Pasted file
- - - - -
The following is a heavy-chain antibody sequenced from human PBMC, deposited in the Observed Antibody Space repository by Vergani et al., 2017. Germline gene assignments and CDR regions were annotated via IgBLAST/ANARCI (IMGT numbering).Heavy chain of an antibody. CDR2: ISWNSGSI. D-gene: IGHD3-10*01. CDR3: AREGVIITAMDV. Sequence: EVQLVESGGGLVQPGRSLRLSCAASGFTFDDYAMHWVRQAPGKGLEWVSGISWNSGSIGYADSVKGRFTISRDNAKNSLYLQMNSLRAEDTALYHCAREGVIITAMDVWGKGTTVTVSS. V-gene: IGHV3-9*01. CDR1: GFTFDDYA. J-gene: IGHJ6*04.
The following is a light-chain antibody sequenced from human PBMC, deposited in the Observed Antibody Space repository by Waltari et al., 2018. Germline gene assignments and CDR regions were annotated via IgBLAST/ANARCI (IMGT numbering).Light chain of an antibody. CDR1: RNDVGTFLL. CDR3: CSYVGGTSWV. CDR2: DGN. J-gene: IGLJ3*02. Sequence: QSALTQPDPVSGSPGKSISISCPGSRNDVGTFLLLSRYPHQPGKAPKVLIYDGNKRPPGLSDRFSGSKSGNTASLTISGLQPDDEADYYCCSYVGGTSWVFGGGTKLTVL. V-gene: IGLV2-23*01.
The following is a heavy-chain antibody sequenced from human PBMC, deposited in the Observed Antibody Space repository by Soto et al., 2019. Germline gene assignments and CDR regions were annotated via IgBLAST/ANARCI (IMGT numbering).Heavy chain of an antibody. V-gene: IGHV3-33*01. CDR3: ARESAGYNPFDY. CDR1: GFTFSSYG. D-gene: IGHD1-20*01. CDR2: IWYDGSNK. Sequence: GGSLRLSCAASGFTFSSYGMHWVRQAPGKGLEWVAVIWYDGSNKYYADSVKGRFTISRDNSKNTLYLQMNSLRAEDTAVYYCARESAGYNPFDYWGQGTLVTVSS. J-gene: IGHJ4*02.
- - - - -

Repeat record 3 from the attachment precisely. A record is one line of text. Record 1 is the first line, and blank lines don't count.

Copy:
The following is a heavy-chain antibody sequenced from human PBMC, deposited in the Observed Antibody Space repository by Soto et al., 2019. Germline gene assignments and CDR regions were annotated via IgBLAST/ANARCI (IMGT numbering).Heavy chain of an antibody. V-gene: IGHV3-33*01. CDR3: ARESAGYNPFDY. CDR1: GFTFSSYG. D-gene: IGHD1-20*01. CDR2: IWYDGSNK. Sequence: GGSLRLSCAASGFTFSSYGMHWVRQAPGKGLEWVAVIWYDGSNKYYADSVKGRFTISRDNSKNTLYLQMNSLRAEDTAVYYCARESAGYNPFDYWGQGTLVTVSS. J-gene: IGHJ4*02.